The UK’s coronavirus lockdown has been extended for at least another three weeks.
The restrictions, which have totally changed day-to-day life since being implemented last month, will stay in place as hundreds of COVID-19 deaths continue to be reported daily.
Dominic Raab, deputising for Boris Johnson, confirmed they would remain following Thursday’s Cobra meeting.
“Any change to our social distancing measures now would risk a significant increase in the spread of the virus,” the foreign secretary warned, outlining fears that easing up too early would risk a second big outbreak, risking lives and the economy.
He added that that too much had been “sacrificed... especially when we are beginning to see that our efforts are starting to pay off”.
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The rate of infection – how many people with the coronavirus are expected to go on to infect someone else – had not yet been reduced to the level the government wanted, he said.
There are still “issues with the virus spreading in some hospitals and in care homes”, he explained.
“The very clear advice we received is that any change to our social distancing measures now would risk a significant increase in the spread of the virus.
“That would threaten a second peak of the virus and substantially increase the number of deaths.
“It would undo the progress we have made to date and as a result would require an even longer period of the more restrictive social distancing measures.”
A total of 861 more deaths announced by the Department of Health on Thursday brought the UK’s total up to 13,729, with the number of published infections reaching six figures for the first time as 103,093 cases were confirmed.
When the lockdown was first set last month, Britons were told to only leave the house for essential purposes, like shopping for necessities, picking up medicine or exercise.
The restrictions are designed to slow the spread of the virus and stop the NHS getting overwhelmed with cases and it was anticipated they would remain in place until the outbreak went into decline.
Despite the need for an extension to the lockdown, which was expected, Raab – who is also first secretary of state – said the lockdown had been a success.
“There is light at the end of the tunnel but we are now at both a delicate and a dangerous stage in this pandemic,” he said.
Earlier today, Northern Ireland’s first minister Arlene Foster tweeted the message was simple.
Just finished COBR call with colleagues from across the UK. Simple message - what we are doing is having a clear impact - flattening curve, saving lives and protecting our NHS.— Arlene Foster #We’llMeetAgain (@DUPleader) April 16, 2020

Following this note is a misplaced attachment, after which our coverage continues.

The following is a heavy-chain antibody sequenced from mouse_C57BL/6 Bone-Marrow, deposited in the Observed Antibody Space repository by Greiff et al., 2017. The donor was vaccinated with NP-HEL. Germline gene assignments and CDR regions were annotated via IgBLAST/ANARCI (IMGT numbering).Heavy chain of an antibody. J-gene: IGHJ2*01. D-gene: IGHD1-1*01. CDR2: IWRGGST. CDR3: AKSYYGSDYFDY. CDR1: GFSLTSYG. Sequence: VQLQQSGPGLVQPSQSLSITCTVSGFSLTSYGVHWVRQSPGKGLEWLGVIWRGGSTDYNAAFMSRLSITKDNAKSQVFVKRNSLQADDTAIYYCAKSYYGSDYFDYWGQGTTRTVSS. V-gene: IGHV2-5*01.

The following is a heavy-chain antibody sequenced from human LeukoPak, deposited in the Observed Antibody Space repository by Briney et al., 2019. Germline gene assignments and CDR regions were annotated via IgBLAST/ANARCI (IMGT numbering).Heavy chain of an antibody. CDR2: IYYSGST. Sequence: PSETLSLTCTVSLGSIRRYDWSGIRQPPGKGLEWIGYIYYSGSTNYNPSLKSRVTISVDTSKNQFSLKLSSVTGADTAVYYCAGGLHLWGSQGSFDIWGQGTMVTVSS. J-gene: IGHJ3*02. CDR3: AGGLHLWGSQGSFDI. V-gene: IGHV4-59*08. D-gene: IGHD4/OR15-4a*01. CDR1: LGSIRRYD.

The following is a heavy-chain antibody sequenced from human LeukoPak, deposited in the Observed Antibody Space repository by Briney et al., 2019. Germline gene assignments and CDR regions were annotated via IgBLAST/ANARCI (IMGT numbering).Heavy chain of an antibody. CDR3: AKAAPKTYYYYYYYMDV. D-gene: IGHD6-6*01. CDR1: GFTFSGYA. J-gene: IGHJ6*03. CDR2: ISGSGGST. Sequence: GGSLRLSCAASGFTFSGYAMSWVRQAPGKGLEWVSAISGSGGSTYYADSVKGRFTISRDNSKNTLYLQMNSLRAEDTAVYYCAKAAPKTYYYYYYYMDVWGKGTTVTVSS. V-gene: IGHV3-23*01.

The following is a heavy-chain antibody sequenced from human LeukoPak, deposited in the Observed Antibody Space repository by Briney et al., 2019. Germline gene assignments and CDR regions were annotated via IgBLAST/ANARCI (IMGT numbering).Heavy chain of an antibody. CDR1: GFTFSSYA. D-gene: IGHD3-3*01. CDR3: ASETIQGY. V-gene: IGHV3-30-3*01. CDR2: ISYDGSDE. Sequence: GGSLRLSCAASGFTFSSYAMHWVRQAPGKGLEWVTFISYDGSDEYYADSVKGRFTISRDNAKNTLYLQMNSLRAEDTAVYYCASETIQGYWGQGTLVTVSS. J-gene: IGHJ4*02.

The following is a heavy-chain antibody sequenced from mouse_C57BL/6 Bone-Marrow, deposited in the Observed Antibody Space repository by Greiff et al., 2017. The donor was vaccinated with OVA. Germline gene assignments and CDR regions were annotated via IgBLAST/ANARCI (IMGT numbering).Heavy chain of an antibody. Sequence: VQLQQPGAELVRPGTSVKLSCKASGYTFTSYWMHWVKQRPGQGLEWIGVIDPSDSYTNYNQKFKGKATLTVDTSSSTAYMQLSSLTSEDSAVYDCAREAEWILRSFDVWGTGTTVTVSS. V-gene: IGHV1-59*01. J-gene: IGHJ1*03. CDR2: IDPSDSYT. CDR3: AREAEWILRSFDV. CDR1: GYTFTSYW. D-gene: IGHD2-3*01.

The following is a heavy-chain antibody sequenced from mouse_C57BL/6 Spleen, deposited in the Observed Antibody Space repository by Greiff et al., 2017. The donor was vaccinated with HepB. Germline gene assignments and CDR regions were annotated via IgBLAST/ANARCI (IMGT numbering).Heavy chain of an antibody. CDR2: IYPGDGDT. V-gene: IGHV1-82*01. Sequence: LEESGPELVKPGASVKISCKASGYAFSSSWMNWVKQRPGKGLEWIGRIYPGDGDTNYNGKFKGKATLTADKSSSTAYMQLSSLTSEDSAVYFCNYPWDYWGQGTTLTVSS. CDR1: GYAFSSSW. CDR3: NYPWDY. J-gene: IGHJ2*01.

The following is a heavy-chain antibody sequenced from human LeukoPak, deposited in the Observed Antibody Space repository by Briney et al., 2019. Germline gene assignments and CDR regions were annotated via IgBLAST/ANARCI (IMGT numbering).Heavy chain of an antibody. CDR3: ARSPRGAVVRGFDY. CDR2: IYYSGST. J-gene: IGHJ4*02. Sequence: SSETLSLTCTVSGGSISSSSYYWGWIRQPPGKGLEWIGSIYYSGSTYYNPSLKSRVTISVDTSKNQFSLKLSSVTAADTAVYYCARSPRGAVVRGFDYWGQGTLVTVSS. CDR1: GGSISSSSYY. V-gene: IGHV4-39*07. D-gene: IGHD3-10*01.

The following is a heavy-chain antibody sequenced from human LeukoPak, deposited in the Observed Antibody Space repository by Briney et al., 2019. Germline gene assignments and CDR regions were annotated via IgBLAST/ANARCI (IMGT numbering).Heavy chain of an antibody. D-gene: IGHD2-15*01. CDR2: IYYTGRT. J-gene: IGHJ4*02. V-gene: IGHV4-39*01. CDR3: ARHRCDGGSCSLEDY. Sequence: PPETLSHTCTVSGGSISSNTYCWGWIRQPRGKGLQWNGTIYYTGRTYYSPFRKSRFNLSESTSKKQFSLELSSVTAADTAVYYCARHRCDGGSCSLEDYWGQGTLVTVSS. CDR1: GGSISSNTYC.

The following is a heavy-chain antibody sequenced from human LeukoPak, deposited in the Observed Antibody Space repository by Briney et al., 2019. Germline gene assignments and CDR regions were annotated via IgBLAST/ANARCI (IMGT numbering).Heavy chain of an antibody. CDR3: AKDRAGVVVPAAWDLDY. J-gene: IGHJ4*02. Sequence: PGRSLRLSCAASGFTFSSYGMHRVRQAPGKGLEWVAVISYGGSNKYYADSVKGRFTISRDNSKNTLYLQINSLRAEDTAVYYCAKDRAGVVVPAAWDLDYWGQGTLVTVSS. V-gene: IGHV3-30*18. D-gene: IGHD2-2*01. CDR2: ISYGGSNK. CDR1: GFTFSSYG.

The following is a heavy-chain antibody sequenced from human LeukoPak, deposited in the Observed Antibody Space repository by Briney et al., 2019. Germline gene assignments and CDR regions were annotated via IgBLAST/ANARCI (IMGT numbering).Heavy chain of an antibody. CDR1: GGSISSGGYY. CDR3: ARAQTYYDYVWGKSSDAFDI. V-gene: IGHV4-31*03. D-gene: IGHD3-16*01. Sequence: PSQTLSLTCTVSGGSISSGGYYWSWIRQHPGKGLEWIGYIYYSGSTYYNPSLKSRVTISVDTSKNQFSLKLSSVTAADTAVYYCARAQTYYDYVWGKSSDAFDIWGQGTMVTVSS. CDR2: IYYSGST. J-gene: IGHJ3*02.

There are fears that relaxing measures without taking steps to control the virus’s spread will lead to another large outbreak and it is unclear if the country has yet passed the peak of this one.
Raab said measures could be changed when the government is confident it can, based on five tests.
These are ensuring the NHS can cope with demand, seeing a sustained fall in daily death rates to show the UK is past the peak, seeing data that the rate of infection is decreasing to manageable levels, ensuring testing capacity and personal protective equipment is available for future demand and being confident any action would not result in a second peak.
“But we will only do it when the evidence demonstrates that it is safe to do it,” he said.
“It could involve relaxing measures in some areas while strengthening measures in other areas.”
There is strong public support for a lockdown extension, according to a YouGov survey released today.
It shows 67% of people strongly backed extending it, with 24% “somewhat” supporting it. Just 5% opposed it while 4% said they didn’t know.
Labour has called on the government to release an exit strategy, though leader Keir Starmer has said the party backed an extension of the lockdown.
Health secretary Matt Hancock has also advised normality would not resume in the “short term” and an expert who has been advising the government on its coronavirus response said more testing will be needed as measures are relaxed.
“Because without that, our estimates show we have relatively little leeway,” Professor Neil Ferguson, from Imperial College London, told BBC Radio 4’s Today programme.
“If we relax measures too much then we’ll see a resurgence of transmission.
“What we really need is the ability to put something in their place. If we want to open schools, let people get back to work, then we need to keep transmission down in another manner.
“And I should say, it’s not going to be going back to normal. We will have to maintain some form of social distancing, a significant level of social distancing, probably indefinitely until we have a vaccine available.”
Some European countries have eased their lockdown restrictions, although this includes those which has had more severe restrictions.
Italy and Spain have allowed some industries to resume work while Austria planned to reopen kindergartens and schools and shops under 400 square metres. Denmark was also due to reopen schools.